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English Renaissance - Jacobean Architecture

( Originally Published 1921 )


The great era of mansion building, which had commenced under Elizabeth, continued in the reign of James I.

Hatfield House, Herts (A.D. 1607-11), (pp. 693 A, 696 F, 706 A), built for Robert, first Earl of Salisbury, stands pre-eminent amongst the many noble piles of this period in displaying the special characteristics and elaboration of treatment considered suitable for the country mansion of a nobleman. The house is E-shaped in plan (p. 696 F), with central hall and projecting symmetrical wings, and is set off by formal gardens, designed with the same care as is displayed in the planning of the house itself (p. 695 B). The entrance front, 225 ft. long, is of daringly plain brickwork with stone mullioned windows, relieved by a projecting central entrance ; while the bay-windows of the wings are taken up as small lateral towers, and the building is finished by a flat roof and balustrade and dominated by a central clock-turret. The south front (p. 706 A) is much more ornate in treatment, with Doric, Ionic, and Corinthian Orders superimposed to form a centre-piece flanked by an arcaded ground storey with mullioned windows and pierced parapet. The two-storeyed hall (p. 693 A), with its large mullioned windows, minstrels' gallery, and modelled plaster ceiling, is a fully developed Renaissance edition of the traditional Mediaeval hall ; while the long gallery, chapel, grand staircase, and suites of private rooms all contribute to the completeness of this Jacobean house.

Holland House, Kensington (A.D. 1607) (p. 705), by John Thorpe, erected for Sir William Cope and afterwards inherited by the Earl of Holland, has been the residence of many famous men. The plan (p. 705 B, c) is H-shaped, with entrance at one end, as at Bramshill (p. 696 G), and arcades on the south bordering a fine terrace (p. 705 A). The central porch, carried up as a tower with ogee roof, is flanked by bay-windows and by curved gables, while right and left are the later arcades and wings (A.D. 1622). The interior has been altered so that the grand staircase encroaches on one of the arcades. The doorway (p. 705 D) and the chimney-piece in the White Parlour (p. 705 E) are noticeable features.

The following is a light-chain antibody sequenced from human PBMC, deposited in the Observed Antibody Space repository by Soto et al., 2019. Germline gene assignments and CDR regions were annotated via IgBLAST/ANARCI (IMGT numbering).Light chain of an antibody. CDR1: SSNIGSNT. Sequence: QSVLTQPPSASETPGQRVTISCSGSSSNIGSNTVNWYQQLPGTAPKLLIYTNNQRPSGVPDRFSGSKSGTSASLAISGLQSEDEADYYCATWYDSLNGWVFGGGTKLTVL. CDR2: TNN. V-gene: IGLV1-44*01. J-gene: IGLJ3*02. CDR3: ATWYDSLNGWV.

Bramshill House, Hants (A.D. 1605–12) (pp. 696 G, 752 A, D, J), was designed for Lord Zouche, probably by John Thorpe. The plan (p. 696 G) is of the H-type, with the entrance through an arcaded porch direct into the hall, which thus loses its feudal character, but still retains the dais. An unusual feature is the internal area for light. The long gallery (130 ft. long), the terrace with its arcades (p. 752 J), and the oriel window (p. 752 A) are among many beautiful features of this building.

Blickling Hall, Norfolk (A.D. 1620) (pp. 696 J, 752 G, 755 B, C, F), is in brick and stone, as usual in Norfolk, and the plan is not unlike that of Bramshill. It has two internal courts, the outer court giving entrance to the hall, which is a thoroughfare room, as at Aston Hall (p. 696 H) ; at the external angles of the building are square towers. The principal entrance (p. 752 G), reached across the moat, has an arched opening with carved spandrels, framed with Doric columns and entablature, surmounted by the arms of Sir Henry Hobart. The staircase (p. 755 B, c) is a majestic feature, with the upper part in two opposite flights—unusual in this period—and it has boldly carved newels surmounted by figures, and an arched balustrade. The chimney-piece (p. 755 F) has flanking pilasters diminishing towards the base and surmounted by Hermes figures which frame heraldic devices.